Therein lies the paradox of the Sutra. Within the words themselves are Patanjali’s layers of experience (memory), understanding (whether correct or false - because who can say?), and possible imagination (super powers) (47). Patanjali may have believed “he” reached enlightenment, but as there isn’t any evidence of who even wrote the Yoga Sutra, how can we even know if this “person” is speaking from personal experience or not? (48)

Of making many books there is no end (49)

The beginning of abstract thinking, such as that within the Yoga Sutra, and the need to find an understanding of life as we know it can only have started with the word, and language. (50). Without words, we are left with a purely sensory existence; thoughts and memories are of a tactual nature (51). Life would be lived based on neurological pathways created by experience within the body only. The mind would most likely not get involved as much as it does with language. There would be no concept of “suffering” as there would be no word for this and all that the word embodies on any level. It would simply be a state of being, an experience, that would then be replaced by another state of being, and another, and so on.

Humans, with words, have a need to find an answer to existence and a way to exist with limited suffering, which is clear from the many translations of the Yoga Sutra of Patanjali. If this means that we will over analyse texts that are ultimately the thoughts/experience of one or several person(s) then we will, as by doing so we create meaning to our lives and a means of distraction from the everyday suffering of existence (52). The paradox of the word, (and the Yoga Sutra) is that they may tangle us up even further in our own minds and create more suffering and confusion around the meaning of existence. But in order for something to be untangled, it has to be tangled first.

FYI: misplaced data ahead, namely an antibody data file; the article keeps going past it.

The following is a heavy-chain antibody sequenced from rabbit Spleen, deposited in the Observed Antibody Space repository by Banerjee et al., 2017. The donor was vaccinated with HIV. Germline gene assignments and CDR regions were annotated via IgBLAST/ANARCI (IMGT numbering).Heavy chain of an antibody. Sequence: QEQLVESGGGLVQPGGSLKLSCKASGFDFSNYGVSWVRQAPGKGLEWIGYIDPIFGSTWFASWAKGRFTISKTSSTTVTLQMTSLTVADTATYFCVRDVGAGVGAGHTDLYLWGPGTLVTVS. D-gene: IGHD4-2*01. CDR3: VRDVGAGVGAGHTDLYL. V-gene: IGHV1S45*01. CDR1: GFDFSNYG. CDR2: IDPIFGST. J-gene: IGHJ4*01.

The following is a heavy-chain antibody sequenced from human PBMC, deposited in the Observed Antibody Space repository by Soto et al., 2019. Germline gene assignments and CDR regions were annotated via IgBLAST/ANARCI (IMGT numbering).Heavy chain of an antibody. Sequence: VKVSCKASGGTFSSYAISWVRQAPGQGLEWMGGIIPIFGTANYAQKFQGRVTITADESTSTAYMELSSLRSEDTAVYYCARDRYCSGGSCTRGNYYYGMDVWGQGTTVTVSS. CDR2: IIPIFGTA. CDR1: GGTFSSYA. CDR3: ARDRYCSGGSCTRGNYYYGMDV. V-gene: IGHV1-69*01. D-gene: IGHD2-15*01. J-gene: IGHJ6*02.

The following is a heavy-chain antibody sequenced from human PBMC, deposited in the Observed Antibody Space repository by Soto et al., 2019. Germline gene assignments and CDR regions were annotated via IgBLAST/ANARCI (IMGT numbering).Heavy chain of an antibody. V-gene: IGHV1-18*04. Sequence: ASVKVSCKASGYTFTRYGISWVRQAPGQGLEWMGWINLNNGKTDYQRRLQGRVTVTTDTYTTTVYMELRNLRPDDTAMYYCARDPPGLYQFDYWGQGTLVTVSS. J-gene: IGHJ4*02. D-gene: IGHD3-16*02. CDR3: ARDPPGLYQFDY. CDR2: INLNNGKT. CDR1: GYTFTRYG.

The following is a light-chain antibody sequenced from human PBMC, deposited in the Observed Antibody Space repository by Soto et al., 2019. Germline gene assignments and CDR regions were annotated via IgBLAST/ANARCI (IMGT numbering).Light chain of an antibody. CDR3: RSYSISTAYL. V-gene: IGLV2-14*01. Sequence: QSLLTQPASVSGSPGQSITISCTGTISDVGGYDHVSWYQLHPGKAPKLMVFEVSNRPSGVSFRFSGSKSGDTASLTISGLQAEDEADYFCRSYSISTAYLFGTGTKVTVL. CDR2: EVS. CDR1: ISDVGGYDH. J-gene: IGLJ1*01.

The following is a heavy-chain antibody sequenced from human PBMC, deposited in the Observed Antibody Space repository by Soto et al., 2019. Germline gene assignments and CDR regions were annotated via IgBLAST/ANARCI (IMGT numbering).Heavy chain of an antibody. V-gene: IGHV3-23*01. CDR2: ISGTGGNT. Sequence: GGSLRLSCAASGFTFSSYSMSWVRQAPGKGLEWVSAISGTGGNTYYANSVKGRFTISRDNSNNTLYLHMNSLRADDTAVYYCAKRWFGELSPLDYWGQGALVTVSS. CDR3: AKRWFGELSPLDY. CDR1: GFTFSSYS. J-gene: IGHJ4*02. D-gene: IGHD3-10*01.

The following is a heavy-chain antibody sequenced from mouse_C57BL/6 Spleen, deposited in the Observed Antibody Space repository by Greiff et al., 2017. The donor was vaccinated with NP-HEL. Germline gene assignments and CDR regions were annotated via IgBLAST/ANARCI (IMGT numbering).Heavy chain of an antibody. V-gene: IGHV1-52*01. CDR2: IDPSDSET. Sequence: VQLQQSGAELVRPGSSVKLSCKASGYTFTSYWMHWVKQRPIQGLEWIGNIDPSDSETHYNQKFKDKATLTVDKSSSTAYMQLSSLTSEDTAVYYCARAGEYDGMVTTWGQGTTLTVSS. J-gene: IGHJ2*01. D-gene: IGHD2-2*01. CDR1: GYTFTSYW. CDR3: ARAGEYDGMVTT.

The Yoga Sutra, and any words, lead us to a closer understanding of ourselves and each other, which opens the mind, and our existence, to all perceptions of reality.

Anything can be understood. With each attempt, fresh and spontaneous understanding arises (53).

Sutra 3.33 (54)

As the Upanishads state, “words are weariness” (55), but only if we get caught in the tangled thread and allow it to be a distraction from our personal experience and growth. An individual cannot translate the Yoga Sutra once within a lifetime and then be done with it. Used as a means of disentanglement, this repeated translation exercise will act as an insight into one’s own mind and yoga journey. It will enable us to be a part of another’s’ journey, maintaining connection and authoritative experience.